PR 06210.022 Maine
A. PR 99-103 Validity of a Mexican Divorce
DATE: January 21, 1997
Maine would look to its own law to determine the validity of a Mexican divorce, even if the parties were domiciled elsewhere at the time of the divorce. Maine will only recognize an out-of-state divorce that is decreed according to the law of the place where it occurred, by a court having jurisdiction of the cause and of both parties.
Under Maine law, a person who relied on an invalid divorce; e.g., accepting property as part of a divorce settlement, marrying a second time, clearly acted in reliance on the divorce decree. As such, the person would be estopped from attacking the validity of the invalid divorce. However, estoppel does not make an invalid divorce valid. It merely prevents the estopped person from taking a position that the divorce was invalid.
You have requested our opinion concerning the validity of a Mexican divorce between the claimant and her first husband. You have also questioned what effect, if any, the validity of this divorce would have on the claimant's current entitlement on the record of her second husband, following his death.
In this case, the claimant married her first husband, Malcolm S~, on June 20, 1953 in Bar Harbor, Maine. Subsequently, the claimant and Mr. S~ moved to Lexington, Massachusetts, where they were living in 1967, when they decided to obtain a divorce. A settlement was agreed upon, which apparently gave custody of the couple's children, as well as child support, to the claimant.
Afterwards, Mr. S~ went to Mexico to obtain the divorce decree. The claimant was not present in Mexico during the proceeding, nor does it appear that she was represented by anyone at that time. The divorce decree was issued by the civil court of the state of Chihuahua, Mexico on November 29, 1967. It stated that the parties were free to remarry. The claimant subsequently married Allen C~ on April 15, 1978, in Lexington, Massachusetts. Mr. C~ died on June 9, 1996, which terminated the marriage. The claimant is currently receiving benefits as the surviving widow of Mr. C~. She has now applied for benefits on the account of Mr. S~.
The claimant may receive benefits on the account of Mr. S~ as his wife if, at the time the claimant filed her application, the courts of the state in which the Mr. S~ was domiciled would find that they were validly married. See Section 216 (h)(1)(A)(i) of the Social Security Act, 42 U.S.C. 416 (h)(1)(A)(i). At the time that the claimant filed her application, Mr. S~ was domiciled in Maine. Therefore, the determination of whether the claimant remained married to Mr. S~ must be made under the law which would be applied by the courts of Maine.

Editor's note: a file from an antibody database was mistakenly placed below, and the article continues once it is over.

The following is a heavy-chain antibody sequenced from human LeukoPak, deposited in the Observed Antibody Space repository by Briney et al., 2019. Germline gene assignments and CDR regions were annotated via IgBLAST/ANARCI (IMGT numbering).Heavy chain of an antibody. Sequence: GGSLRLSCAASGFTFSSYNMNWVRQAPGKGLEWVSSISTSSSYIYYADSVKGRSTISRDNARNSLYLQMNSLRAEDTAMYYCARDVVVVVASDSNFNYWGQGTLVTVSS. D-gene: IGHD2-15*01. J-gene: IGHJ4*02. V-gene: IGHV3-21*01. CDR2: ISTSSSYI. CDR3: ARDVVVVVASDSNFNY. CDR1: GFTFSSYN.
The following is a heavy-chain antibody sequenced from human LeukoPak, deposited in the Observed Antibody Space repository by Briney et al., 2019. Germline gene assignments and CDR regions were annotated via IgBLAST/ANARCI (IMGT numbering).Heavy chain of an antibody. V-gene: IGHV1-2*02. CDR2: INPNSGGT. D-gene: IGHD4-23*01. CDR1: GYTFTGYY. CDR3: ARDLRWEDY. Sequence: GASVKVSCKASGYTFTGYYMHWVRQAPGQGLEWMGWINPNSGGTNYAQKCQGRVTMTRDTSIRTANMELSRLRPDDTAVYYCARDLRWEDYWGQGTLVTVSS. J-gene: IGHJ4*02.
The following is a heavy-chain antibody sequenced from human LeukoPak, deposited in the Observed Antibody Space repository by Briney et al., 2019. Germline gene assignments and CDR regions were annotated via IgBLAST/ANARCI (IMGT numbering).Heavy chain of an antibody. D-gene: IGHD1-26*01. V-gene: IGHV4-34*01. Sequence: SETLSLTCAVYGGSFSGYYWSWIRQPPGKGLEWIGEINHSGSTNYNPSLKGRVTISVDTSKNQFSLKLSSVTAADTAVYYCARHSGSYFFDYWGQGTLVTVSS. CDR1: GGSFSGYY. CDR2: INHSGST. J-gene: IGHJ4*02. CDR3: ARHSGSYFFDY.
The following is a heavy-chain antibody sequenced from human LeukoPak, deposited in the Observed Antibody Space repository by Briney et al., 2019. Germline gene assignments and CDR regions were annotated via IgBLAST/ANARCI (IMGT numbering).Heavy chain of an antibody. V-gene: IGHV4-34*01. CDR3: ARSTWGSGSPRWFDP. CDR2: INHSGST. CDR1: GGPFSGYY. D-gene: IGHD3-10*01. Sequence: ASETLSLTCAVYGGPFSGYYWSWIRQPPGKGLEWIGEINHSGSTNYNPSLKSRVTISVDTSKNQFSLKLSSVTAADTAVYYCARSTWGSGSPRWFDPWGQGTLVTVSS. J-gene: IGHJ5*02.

Whether or not the claimant is still married to Mr. S~ depends upon whether their Mexican divorce was valid. Since both the claimant and Mr. S~ were domiciliaries of Massachusetts at the time of the divorce, we must first determine whether the courts of Maine would apply their own law or the law of Massachusetts in determining the validity of the divorce. While there is no statutory or judicial precedent in Maine directly discussing this point, we have held in opinions re Arthur R. S~, Jr., July 6, 1970, and Beverly F~, January 5, 1983, that Maine would look to its own law to determine the validity of a Mexican divorce, even if the parties were domiciled elsewhere at the time of the divorce.
Maine will only recognize an out-of-state divorce that is decreed according to the law of the place, by a court having jurisdiction of the cause and of both parties. See 19 M.R.S.A. § 663. In regards to the Mexican divorce between the claimant and Mr. S~, it is clear that the Mexican court did not properly have jurisdiction over either party. Mr. S~ apparently went to Mexico for the limited purpose of obtaining the divorce, and does not appear to have ever been domiciled in Mexico. Additionally, the claimant never went to Mexico, nor made an appearance through any sort of representatives. Therefore, the Mexican court which issued the divorce decree did not have jurisdiction over the parties as required by the Maine statute, and as such, the state of Maine would find that their divorce was not valid.